13. An optical transmission system, comprising optical receiver means to detect optical transmission signals and convert them into their electrical equivalent, clock extraction means to extract clock timing signals from the received optical signals, first and second digital-to-analogue converters providing first inputs to first and second analogue amplifiers, said optical receiver means providing second inputs to said first and second analogue amplifiers, first and second bi-stable circuit means connected respectively to outputs of said first and second analogue amplifiers and synchronised by said extracted clock signals, outputs of said bi-stable circuit means connected to inputs of an exclusive-OR gate, an output of said exclusive-OR gate providing error signals input to a counter, whereby said counter accumulates a count representing the bit error ratio in said received optical signals, and said digital-to-analogue converters being controlled by processor means to determine decision threshold separations V1 and V2 in the eye that represent amplitude distortion components in said received optical signals.
14. An optical receiver comprising detector means to detect optical signals from an optical transmission system and convert them into their electrical equivalent, the receiver comprising measuring means to measure the amplitude distortion component in a said optical signal subject to noise and amplitude distortion components, the measuring means adapted to measure the amplitude distortion component by analysis of the bit error ratio (BER) of the signal as a function of a movable decision threshold, wherein said measuring means is adapted to perform said analysis in a high bit error ratio area of the function, away from a center of an eye, and in a low bit error ratio area closer to the centre of the eye.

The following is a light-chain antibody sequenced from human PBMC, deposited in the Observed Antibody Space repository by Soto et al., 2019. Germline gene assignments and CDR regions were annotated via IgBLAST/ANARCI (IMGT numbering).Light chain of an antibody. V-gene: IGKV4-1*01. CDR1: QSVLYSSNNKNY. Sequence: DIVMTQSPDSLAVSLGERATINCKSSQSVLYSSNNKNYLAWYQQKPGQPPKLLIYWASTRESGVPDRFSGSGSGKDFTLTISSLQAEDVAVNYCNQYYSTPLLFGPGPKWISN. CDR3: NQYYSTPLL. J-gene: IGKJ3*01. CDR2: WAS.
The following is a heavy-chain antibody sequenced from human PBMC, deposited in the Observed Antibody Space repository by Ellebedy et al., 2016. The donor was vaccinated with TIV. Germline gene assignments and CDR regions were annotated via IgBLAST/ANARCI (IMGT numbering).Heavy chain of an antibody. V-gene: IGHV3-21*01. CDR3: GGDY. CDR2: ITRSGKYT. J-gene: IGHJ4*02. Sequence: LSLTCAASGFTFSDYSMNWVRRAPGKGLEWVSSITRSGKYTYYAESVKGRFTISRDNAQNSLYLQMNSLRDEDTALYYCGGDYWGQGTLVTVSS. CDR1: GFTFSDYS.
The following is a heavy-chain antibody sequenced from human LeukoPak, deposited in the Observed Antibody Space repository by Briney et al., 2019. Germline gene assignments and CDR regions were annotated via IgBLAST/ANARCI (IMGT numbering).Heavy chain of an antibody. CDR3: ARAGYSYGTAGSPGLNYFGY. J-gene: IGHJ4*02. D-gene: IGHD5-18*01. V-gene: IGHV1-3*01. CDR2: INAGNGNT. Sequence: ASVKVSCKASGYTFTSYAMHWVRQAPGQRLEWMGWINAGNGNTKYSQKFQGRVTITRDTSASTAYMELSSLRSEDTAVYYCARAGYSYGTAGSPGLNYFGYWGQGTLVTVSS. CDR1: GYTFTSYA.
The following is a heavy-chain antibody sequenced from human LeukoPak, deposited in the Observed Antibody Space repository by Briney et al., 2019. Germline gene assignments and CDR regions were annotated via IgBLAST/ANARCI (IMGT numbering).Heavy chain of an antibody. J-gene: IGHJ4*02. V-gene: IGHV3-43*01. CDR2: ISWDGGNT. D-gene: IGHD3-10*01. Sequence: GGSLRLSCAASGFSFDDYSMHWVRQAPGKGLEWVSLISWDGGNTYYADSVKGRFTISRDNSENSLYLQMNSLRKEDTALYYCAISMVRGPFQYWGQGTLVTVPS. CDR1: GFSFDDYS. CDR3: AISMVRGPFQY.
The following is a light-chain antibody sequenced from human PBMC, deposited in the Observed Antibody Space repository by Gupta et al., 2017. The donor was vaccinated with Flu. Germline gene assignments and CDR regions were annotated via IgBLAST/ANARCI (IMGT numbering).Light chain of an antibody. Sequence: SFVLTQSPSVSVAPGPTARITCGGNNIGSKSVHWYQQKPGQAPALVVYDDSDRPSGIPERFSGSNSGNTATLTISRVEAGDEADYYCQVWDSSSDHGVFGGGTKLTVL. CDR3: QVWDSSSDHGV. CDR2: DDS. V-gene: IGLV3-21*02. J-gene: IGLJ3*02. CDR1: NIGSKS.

15. An optical receiver as claimed in claim 14, wherein said measuring means comprises:
BER determining means to determine BER values as a function of the position of said movable decision threshold in said high bit error ratio area and in said low bit error ratio area;
BER extrapolating means to extrapolate the BER values in both the high bit error ratio area and the low bit error ratio area to obtain respective first and second decision threshold values corresponding to a predetermined value of BER in both the high bit error ratio area and the low bit error ratio area;
first difference determining means to determine the difference V1 between said first and second decision threshold values in the low bit error ratio area;
second difference determining means to determine the difference V2 between said first and second decision threshold values in the high bit error ratio area; and
dividing means to determine the ratio V1/V2 as a measure of the amplitude distortion component of the signal.
16. An optical receiver as claimed in claim 15, wherein said predetermined value of BER is 0.25.
17. An optical receiver as claimed in claim 14, wherein said analysis is performed on values of BER after Q conversion in accordance with the function: Q=21/2erfc−1(4×BER), in which erfc is the complementary error function.
18. An optical receiver as claimed in claim 14, further comprising comparing means to provide said BER values by comparing the said signal with a said variable decision threshold.